athlete to totally concentrate on what needs to be
thought of and done in that period. This assists focusing
on the completion of successful competition elements.
Structuring performances in this manner is called
"segmenting." In the U.S. Navy, a similar approach to
combat missions is known as "compartmentalizing" (e.g.,
TOP GUN). Segmenting originates from two sources. First,
the goal-setting literature has shown that distant goals
have less effect on performance than do more proximal
goals (House, 1973). Short-term performance goals that
focus on the processes needed for successful behavior
enhance performance (Harackiewicz, Abrahams, & Wageman,
1987). Second, individuals faced with extensive tasks
usually break them down into more manageable segments
(Gibson & Heads, 1989, describing the across-Australia
run by Tony Rafferty). Botterill (1977) noted successful
young athletes spontaneously reconstructed an endurance
strength-task into shorter performance segments, each
having its own goal or goals. A skier overcame
difficulties with traversing a slope when attention was
shifted to progress by task parts that eventually lead to
completion of the total run (Syer & Connolly, 1984).
World-champion target sportspersons have reported
attempting to fire "one shot at a time" during extended
shooting contests (Wigger, Anderson, Whitaker, & Harmon,
1980). Performing artists have intuitively divided long
performances into stages (e.g., acts and scenes,
movements) so that performance quality can be
maintained. Thus, theory and practice support the notion
of segmenting extensive tasks for improved performance
outcomes. Manges (1990) and Wahl (1991) both tested the
segmented versus total performance goal-orientation in
runners. Using intraparticipant research designs, the
value of short-term process goals over terminal (distal)
goals was conclusively demonstrated. Manges' three
runners improved 2.0-2.7% while Wahl's ranged from
1.1-6.5% with one participant not improving (-0.9%). The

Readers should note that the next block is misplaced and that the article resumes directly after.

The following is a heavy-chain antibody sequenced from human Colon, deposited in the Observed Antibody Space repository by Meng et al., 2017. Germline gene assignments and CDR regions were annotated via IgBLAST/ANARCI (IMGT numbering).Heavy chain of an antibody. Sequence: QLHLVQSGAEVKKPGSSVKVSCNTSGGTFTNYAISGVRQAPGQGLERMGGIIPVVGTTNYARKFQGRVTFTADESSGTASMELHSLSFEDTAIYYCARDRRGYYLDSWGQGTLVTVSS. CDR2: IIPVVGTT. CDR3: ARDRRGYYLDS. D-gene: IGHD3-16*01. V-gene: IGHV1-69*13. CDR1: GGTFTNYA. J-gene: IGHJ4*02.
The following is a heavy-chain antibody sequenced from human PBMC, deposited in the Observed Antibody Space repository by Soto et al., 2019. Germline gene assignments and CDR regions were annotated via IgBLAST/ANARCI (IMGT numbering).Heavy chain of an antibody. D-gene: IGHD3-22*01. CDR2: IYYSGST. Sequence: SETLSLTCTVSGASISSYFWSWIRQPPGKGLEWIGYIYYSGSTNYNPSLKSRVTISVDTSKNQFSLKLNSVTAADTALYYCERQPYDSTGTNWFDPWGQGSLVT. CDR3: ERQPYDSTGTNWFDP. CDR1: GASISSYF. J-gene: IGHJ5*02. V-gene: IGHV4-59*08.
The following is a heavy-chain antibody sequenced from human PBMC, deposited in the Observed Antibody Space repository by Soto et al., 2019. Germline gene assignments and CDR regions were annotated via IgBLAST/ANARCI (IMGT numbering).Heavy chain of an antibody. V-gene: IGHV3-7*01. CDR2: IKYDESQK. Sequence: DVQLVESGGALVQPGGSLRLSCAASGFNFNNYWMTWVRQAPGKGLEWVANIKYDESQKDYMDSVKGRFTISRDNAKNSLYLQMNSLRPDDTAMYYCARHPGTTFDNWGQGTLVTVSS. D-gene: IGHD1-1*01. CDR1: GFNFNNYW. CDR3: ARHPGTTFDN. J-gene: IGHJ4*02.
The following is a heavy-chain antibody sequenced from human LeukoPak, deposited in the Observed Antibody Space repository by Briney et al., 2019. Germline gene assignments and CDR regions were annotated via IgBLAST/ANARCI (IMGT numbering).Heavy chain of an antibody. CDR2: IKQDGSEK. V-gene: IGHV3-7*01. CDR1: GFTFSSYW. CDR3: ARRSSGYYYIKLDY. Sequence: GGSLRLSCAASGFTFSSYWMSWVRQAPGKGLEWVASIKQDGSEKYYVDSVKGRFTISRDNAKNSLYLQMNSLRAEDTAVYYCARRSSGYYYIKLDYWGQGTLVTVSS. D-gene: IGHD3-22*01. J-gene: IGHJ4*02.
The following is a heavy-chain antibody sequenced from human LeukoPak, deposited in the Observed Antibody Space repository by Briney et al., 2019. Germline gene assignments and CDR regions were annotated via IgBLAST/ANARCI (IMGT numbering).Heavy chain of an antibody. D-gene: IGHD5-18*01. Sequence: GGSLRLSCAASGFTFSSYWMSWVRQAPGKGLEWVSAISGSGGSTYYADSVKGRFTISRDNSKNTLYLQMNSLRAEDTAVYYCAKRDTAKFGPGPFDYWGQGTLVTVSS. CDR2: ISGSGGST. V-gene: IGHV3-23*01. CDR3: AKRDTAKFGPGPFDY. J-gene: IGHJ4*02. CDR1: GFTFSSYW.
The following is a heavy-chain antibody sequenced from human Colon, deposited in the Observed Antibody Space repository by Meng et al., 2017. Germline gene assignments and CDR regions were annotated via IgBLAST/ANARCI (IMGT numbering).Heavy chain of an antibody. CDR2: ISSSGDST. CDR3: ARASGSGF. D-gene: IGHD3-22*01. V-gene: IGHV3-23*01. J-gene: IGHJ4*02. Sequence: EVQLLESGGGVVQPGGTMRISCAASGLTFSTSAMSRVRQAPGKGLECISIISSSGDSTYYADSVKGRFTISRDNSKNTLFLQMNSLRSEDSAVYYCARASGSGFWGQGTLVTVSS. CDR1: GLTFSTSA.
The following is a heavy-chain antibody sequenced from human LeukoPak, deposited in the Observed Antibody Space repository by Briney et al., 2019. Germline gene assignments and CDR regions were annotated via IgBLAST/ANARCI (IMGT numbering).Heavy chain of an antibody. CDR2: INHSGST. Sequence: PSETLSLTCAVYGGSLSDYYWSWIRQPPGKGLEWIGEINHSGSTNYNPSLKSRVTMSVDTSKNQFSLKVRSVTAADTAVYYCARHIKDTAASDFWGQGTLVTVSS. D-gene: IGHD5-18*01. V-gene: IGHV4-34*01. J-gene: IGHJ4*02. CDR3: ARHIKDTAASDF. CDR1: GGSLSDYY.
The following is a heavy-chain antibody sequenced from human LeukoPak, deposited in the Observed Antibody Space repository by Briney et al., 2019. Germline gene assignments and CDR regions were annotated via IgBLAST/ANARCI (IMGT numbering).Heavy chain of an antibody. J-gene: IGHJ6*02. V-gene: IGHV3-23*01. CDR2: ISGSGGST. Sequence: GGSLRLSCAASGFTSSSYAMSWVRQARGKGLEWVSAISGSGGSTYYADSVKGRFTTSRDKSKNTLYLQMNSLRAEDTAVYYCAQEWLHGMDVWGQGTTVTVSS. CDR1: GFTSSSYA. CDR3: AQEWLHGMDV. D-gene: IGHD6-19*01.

performance differences could not be accounted for in
terms of altered physiological functioning, a phenomenon
noted long ago by Wilmore (1970). The way segments are
structured and their content is particularly
individual. Differences in segmenting strategies and
moderating factors need to be determined to understand
this factor more clearly. The anecdotal and goal-theory
literature at present is inadequate for fully explaining
this phenomenon.

Factor 2: Task-Relevant Thought Content

Performance efficiency is reduced by distraction and
enhanced by relevant concentration. There are some minor
exceptions to this principle (e.g., cognitive
interference), but in tasks performed under stressful
circumstances, the focus of attention has to be on the
processes for completing the performance to achieve the
highest level of outcome (Jones & Hardy, 1989). This is
particularly true in sports. Cognitive concepts such as
"attentional focus," "concentration," and "flow" are
characterized by a singular task-orientation, although
that orientation varies according to the stage and type
of activity. "The focus on task-relevant information is
intended to ensure that all resources available to an
athlete in a competition are used fully and in the most
efficient manner possible" (Rushall, 1995, p. 8.13).
While task-relevant concentration might seem to be an
obvious characteristic of performance control, it is
surprising how few athletes develop it effectively
through normal training experiences. Training seems to
develop a form of habitual/practice thinking that does
not transfer effective benefits to competitive
settings. Intraparticipant alternating-treatments designs
have been used to compare "normal/habitual" thinking with
sport-specific task-relevant thinking that has been